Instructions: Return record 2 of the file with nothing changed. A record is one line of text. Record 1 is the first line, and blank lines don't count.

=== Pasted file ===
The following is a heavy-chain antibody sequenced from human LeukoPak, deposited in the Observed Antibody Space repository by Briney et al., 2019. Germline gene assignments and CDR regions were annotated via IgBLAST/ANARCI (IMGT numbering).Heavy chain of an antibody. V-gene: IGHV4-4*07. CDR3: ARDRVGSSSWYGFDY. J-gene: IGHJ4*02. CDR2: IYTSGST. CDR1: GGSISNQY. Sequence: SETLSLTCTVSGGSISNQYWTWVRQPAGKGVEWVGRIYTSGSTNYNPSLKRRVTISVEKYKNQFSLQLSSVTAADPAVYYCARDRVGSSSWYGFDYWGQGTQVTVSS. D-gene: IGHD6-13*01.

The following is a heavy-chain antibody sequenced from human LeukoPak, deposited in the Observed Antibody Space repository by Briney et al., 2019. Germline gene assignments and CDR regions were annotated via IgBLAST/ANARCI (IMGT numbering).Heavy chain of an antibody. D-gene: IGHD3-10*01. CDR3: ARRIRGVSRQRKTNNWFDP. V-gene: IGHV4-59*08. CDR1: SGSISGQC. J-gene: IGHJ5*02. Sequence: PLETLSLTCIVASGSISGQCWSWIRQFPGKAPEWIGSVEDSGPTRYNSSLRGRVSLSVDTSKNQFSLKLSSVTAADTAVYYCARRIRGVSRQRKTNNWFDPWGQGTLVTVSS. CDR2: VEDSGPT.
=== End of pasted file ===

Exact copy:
The following is a heavy-chain antibody sequenced from human LeukoPak, deposited in the Observed Antibody Space repository by Briney et al., 2019. Germline gene assignments and CDR regions were annotated via IgBLAST/ANARCI (IMGT numbering).Heavy chain of an antibody. D-gene: IGHD3-10*01. CDR3: ARRIRGVSRQRKTNNWFDP. V-gene: IGHV4-59*08. CDR1: SGSISGQC. J-gene: IGHJ5*02. Sequence: PLETLSLTCIVASGSISGQCWSWIRQFPGKAPEWIGSVEDSGPTRYNSSLRGRVSLSVDTSKNQFSLKLSSVTAADTAVYYCARRIRGVSRQRKTNNWFDPWGQGTLVTVSS. CDR2: VEDSGPT.